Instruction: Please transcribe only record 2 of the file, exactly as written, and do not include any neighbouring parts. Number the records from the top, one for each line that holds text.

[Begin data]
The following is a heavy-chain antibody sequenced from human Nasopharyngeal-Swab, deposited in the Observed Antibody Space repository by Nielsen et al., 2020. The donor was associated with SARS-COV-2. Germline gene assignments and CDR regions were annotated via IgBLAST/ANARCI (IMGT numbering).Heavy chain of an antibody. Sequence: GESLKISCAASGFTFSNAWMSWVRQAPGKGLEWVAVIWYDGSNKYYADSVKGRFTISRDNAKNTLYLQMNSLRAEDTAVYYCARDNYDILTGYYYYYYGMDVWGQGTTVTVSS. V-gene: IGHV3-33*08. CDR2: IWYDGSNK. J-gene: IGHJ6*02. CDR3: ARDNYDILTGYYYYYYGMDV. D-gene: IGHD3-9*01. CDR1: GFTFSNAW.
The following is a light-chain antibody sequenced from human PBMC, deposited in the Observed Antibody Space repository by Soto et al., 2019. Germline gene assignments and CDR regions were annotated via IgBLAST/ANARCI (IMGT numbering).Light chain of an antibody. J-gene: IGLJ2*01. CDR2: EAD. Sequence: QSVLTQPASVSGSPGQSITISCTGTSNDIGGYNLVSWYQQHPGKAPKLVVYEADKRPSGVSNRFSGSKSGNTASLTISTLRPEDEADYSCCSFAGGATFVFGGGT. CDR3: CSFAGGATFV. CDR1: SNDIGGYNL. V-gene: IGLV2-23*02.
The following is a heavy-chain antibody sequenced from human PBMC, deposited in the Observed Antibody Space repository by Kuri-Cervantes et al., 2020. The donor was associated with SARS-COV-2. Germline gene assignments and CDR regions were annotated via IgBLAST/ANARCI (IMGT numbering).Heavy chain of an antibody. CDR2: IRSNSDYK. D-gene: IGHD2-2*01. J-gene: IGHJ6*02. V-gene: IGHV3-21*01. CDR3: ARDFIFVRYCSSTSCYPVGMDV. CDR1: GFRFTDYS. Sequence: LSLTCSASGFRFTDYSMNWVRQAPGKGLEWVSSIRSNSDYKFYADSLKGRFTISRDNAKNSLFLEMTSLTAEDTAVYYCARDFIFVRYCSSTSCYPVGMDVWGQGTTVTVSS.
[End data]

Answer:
The following is a light-chain antibody sequenced from human PBMC, deposited in the Observed Antibody Space repository by Soto et al., 2019. Germline gene assignments and CDR regions were annotated via IgBLAST/ANARCI (IMGT numbering).Light chain of an antibody. J-gene: IGLJ2*01. CDR2: EAD. Sequence: QSVLTQPASVSGSPGQSITISCTGTSNDIGGYNLVSWYQQHPGKAPKLVVYEADKRPSGVSNRFSGSKSGNTASLTISTLRPEDEADYSCCSFAGGATFVFGGGT. CDR3: CSFAGGATFV. CDR1: SNDIGGYNL. V-gene: IGLV2-23*02.